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This week’s artist highlight is Emily Tingey, a painter that finds inspiration from sounds and landscapes discovered while traveling. Emily shares insights into her artwork and running a business.

Visit Emily’s beautiful Instagram account to see more of her work, available prints (use code 15OFF for 15% off), and a GIVEAWAY!! You can also win tickets to the Fall Benefit and Recital, so be sure to follow Women’s ALI.

How did your artistic style develop? How has it evolved or changed?

I grew up in the desert, so much of my artistic style was undeveloped until I got out of that landscape and began traveling. What I am most drawn to is the scenery on a rainy day — how the colors become deeper, more mature, and how the scenery looks as if it is dripping — the sky into the trees, the trees into the hills, the grass into the soil. How sound stops sooner and noise doesn’t carry far. How life slows down just a bit and being cozy is more welcomed.

The first painting I ever made, Berth, is in my sisters' home, so I get to see it often. I still stare at it and wonder how it came to be. I still look at it and am proud of the colors and techniques and composition. It’s one that I try every so often to recreate, but haven’t been able to do quite yet. I like the fact that I am still proud of my very first painting. It shows me that I knew then what I wanted to do, and the lineage from that first painting to my most recent painting is clear. They are all related, maybe in ways that I, as their mother, can only see, but I do see their similarities.

Where do you get inspiration? How do you generate new ideas?

My main source of inspiration is in the views I’ve seen throughout my traveling and the emotions that I felt while looking at them. The utter silence and contentment that I felt while gazing over a misty Lauterbrunnen, Switzerland made its way into a painting just as strongly as the overwhelming variety of greens did. Sometimes it is in the moment that I realize the scenery I’m looking at will be translated through paints, and other times, mostly during quiet, alone time, the ideas pop into my mind and stay there until I put in on the canvas.

New ideas come and go freely, thank goodness. I think that having my creativity appreciated and valued from a very young age has allowed me to be very kind to myself in my work. If a new idea hasn’t sprouted in what seems like a long time, I trust that it will come soon. I work hard to live a calm, peaceful, simple life that allows my creativity to work properly.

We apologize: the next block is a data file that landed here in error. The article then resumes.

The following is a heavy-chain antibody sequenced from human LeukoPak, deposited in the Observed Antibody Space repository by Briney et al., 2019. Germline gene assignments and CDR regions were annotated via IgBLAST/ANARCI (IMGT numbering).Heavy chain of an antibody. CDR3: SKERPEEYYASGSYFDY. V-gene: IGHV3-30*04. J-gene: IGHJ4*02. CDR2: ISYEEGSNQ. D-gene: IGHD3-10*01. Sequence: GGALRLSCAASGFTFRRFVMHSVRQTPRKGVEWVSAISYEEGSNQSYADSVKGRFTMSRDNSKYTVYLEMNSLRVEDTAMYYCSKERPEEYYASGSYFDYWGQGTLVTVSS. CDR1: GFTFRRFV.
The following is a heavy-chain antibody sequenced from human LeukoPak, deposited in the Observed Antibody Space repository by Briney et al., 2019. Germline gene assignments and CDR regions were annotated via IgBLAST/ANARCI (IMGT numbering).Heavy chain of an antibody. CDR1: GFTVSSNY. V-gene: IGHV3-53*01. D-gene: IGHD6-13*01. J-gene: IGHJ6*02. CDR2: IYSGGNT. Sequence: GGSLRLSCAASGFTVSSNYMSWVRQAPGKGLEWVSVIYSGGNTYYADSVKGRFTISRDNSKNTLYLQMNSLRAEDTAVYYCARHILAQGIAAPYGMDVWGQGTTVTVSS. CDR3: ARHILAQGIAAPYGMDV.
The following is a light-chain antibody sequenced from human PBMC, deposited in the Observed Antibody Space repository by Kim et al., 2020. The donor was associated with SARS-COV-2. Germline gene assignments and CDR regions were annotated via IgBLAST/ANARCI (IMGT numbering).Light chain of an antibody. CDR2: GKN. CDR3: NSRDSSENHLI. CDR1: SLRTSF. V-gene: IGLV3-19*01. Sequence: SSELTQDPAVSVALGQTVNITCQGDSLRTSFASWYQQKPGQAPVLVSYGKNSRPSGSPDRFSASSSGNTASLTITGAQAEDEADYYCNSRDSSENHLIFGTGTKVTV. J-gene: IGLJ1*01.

How do you feel that design school helped you transition into art as a career?

I studied interior design in school, and while there isn’t a very direct line between that and my career now, I wonder if I could have had one without the other. My degree in design may have helped me get a job as a display coordinator with Anthropologie, and it was there that I learned and practiced a variety of different skills. By not saying no to myself and by being pushed to create new things under tight deadlines, my skillset and creativity developed quickly and deeply. It was there that I gained the confidence I needed to become my own boss and trust that my work had a place in this world.

What communication skills have you found to be most valuable and important in running your own business?

Recently, I looked back on some of the first emails I sent as an new artist and wondered how, or if, the reader had any idea what I was trying to say. I was eager to get my work out there and begin making a living, but in an effort to sell my art, I was selling myself short.

A lot of the work is done through email - contacting galleries, talking with potential collectors, discussing a direction with commissioners - and having a professional and personable voice is important. I think people like to know that there is an individual artist on the other side of the email, one who cares deeply about the work being discussed and wants to share it with viewers.